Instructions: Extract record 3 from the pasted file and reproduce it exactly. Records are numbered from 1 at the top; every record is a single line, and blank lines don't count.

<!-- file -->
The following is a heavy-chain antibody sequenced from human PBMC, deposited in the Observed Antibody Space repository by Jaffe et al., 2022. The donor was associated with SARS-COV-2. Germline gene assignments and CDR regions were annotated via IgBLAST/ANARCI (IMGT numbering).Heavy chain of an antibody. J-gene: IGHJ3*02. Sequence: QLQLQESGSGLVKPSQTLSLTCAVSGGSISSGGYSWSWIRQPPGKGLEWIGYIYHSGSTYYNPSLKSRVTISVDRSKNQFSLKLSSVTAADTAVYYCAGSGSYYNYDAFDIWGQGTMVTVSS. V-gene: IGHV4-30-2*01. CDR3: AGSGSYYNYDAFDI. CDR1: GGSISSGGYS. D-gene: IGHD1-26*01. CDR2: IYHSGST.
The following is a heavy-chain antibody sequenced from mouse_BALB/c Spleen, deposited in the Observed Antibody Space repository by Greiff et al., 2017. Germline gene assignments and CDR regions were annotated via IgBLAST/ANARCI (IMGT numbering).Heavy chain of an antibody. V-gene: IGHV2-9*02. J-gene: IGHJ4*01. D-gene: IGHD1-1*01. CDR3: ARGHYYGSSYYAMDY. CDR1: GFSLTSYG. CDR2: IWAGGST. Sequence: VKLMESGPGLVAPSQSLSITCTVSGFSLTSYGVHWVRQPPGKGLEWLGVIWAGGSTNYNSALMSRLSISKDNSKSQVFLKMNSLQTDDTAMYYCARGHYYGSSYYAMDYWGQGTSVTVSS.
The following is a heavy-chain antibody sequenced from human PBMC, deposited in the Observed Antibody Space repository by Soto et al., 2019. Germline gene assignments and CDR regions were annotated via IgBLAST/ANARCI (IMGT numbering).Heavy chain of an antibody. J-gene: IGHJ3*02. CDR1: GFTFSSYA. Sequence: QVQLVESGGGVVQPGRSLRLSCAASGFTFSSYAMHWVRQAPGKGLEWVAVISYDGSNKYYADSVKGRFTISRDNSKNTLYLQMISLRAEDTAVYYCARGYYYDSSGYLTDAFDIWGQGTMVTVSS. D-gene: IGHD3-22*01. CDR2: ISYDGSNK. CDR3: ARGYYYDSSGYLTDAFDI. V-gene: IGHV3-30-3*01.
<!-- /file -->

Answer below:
The following is a heavy-chain antibody sequenced from human PBMC, deposited in the Observed Antibody Space repository by Soto et al., 2019. Germline gene assignments and CDR regions were annotated via IgBLAST/ANARCI (IMGT numbering).Heavy chain of an antibody. J-gene: IGHJ3*02. CDR1: GFTFSSYA. Sequence: QVQLVESGGGVVQPGRSLRLSCAASGFTFSSYAMHWVRQAPGKGLEWVAVISYDGSNKYYADSVKGRFTISRDNSKNTLYLQMISLRAEDTAVYYCARGYYYDSSGYLTDAFDIWGQGTMVTVSS. D-gene: IGHD3-22*01. CDR2: ISYDGSNK. CDR3: ARGYYYDSSGYLTDAFDI. V-gene: IGHV3-30-3*01.